Monday, April 20, 2015

I choose to believe.

This week's Conference report comes from Elder L. Whitney Clayton. He teaches us that belief is a choice and it requires action. He says, "The decision to believe is the most important choice we ever make. It shapes all our other decisions."

But I am getting ahead of myself. First, Elder Clayton starts with the story of a young girl, Sailor, who was traveling with her family in a small plane. The plane crashed and she was left alone, the only survivor. It was a cold and rainy night and she was ill prepared. Wearing only a t-shirt, shorts, and one sock, and with injuries sustained in the crash, she left the scene of the accident to find help. As she made her way through the rough countryside, she came to the top of a small hill and saw a light in the distance. She went toward that light and eventually came to a house and the help she so desperately needed.

Elder Clayton says, "Sailor survived because she saw a light in the distance and fought her way to it-- notwithstanding the wild countryside, the depth of the tragedy she faced, and the injuries she sustained. It is hard to imagine how Sailor managed to do what she did that night. But what we do know is that she recognized in the light of that distant house a chance for rescue. There was hope. She took courage in the fact that no matter how bad things were, her rescue would be found in that light."

He continues, "Few of us will ever endure an experience as harrowing as Sailor's. But all of us will, at some time or another, have to traverse our own spiritual wilderness and undertake our own rugged emotional journeys. In those moments, however dark or seemingly hopeless they may be, if we search for it, there will always be a spiritual light that beckons to us, giving us the hope of rescue and relief. That light shines form the Savior of all mankind, who is the Light of the World."

The light is there, waiting for us, always. But we have to choose to see it. Elder Clayton asks this question: "Every day each of us faces a test. It is the test of our lifetimes: will we choose to believe in Him and allow the light of His gospel to grow within us, or will we refuse to believe and insist on traveling alone in the dark?"

Just like Sailor, who could have chosen to stay by the airplane, alone and afraid, we can choose to face the difficult parts of our lives by ourselves. We can succumb to the darkness, hopeless. Sometimes that might seem easier. But I know there is a better way! We can choose to seek the light. We can be like Sailor and travel towards it, even when it requires maneuvering through difficult terrain. Or we can be like the wise men in the photo above and follow the star, even when following requires moving over great distances and spaces of time.

As Sailor made her way toward the light, it grew brighter. But there must have been times during her journey where she could not see it. Maybe it was behind a tree, or over a ridge, but she pressed on. Elder Clayton says, "Whenever she could see the light, Sailor had evidence that she was on the right path. She did not yet know precisely what that light was, but she kept walking toward it based on what she knew, trusting and hoping that she would see it again if she kept moving in the right direction." He says that our lives can be like that, too. I know that mine has. There have been times when I felt lost and I wasn't sure where to go. But like Sailor, I pressed on, doing the things I had been taught all my life would bring me closer to the light, and eventually it appeared again on the horizon.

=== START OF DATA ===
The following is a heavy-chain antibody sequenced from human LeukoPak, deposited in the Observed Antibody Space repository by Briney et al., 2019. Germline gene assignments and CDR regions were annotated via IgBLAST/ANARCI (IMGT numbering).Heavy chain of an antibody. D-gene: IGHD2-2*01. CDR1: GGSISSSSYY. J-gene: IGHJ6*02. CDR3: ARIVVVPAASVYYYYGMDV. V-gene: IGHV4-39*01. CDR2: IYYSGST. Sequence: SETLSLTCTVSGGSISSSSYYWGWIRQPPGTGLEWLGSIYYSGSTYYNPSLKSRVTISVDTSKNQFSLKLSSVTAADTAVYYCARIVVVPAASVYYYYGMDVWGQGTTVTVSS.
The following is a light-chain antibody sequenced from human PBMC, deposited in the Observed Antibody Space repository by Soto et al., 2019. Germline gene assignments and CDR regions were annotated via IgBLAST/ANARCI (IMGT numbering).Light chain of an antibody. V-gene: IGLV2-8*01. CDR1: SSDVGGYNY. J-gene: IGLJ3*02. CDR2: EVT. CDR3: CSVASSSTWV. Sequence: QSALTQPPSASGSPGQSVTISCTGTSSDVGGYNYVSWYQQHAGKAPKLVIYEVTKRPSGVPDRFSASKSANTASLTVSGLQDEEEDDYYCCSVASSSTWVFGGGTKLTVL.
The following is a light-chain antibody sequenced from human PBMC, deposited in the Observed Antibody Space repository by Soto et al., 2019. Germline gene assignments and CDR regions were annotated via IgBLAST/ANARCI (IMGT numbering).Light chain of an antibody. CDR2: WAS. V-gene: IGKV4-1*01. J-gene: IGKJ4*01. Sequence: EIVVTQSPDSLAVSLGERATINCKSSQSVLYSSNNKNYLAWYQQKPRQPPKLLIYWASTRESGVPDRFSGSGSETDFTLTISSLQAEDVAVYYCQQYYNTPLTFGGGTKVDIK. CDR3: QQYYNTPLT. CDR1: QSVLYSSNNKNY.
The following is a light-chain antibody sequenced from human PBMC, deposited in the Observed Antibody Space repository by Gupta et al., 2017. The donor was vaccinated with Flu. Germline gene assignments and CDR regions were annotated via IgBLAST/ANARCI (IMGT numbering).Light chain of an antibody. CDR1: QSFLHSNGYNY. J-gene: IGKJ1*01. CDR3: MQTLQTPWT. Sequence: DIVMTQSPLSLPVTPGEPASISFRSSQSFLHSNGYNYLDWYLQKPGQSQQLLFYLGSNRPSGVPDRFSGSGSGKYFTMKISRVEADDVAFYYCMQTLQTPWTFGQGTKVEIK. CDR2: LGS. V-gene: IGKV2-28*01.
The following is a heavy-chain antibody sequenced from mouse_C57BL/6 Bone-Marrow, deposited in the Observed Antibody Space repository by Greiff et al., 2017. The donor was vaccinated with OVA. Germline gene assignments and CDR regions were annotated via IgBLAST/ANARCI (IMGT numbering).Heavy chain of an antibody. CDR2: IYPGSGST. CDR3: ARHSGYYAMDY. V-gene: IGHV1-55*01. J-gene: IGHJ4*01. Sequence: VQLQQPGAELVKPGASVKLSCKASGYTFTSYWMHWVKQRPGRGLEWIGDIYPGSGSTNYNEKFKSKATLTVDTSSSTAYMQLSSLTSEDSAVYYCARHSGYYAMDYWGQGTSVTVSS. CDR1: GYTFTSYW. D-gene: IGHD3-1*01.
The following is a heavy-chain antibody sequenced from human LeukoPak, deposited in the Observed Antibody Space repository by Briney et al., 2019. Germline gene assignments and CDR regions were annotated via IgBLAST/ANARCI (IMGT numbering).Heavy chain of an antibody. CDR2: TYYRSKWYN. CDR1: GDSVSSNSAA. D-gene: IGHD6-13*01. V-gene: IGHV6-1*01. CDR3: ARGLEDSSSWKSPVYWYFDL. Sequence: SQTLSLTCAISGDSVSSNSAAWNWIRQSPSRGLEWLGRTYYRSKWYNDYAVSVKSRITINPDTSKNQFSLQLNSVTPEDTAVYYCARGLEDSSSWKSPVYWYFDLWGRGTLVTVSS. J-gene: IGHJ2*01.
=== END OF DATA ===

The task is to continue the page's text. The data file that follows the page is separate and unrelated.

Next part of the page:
God does not force us to believe. He invites us to believe. He sends prophets to teach us. He sends His spirit to beckon us. But we must choose for ourselves whether or not we will listen and follow. I loved when he said, "We will not accidentally come to believe in the Savior and His gospel any more than we will accidentally pray or pay tithing. We actively choose to believe, just like we choose to keep other commandments."

So once we have decided to believe, we have to put that belief into action, meaning we pray and read the scriptures. We fast and pay our tithing. We keep the Sabbath day holy and attend the temple. We repent and seek forgiveness. In short, we will find that saving light only when we do those things that we know we should be doing, and when we do them with the correct attitude. Elder Clayton admits that sometimes this is difficult. He says, "Sometimes progress in spiritual things can seem slow or intermittent. Sometimes we may feel that we have lost ground, that we have made mistakes, or that our best efforts to find the Savior are not working. If you feel this way, please do not give up-- ever. Go right on believing in Him and in His gospel and His Church. Align your actions with that belief. In those moments when the light of your faith has dimmed, let your hope for the Savior's love and grace, found in His gospel and His Church, overcome your doubt."

Read, listen to, or watch the full talk here.


  1. I've been on a dark journey myself and reading this was so encouraging. I just need to believe there is hope for my future. And keep pressing on. Thank you.

  2. beauty! thanks!
    "Each new day is an opportunity to bind ourselves to act according to what we know." jo jepsen


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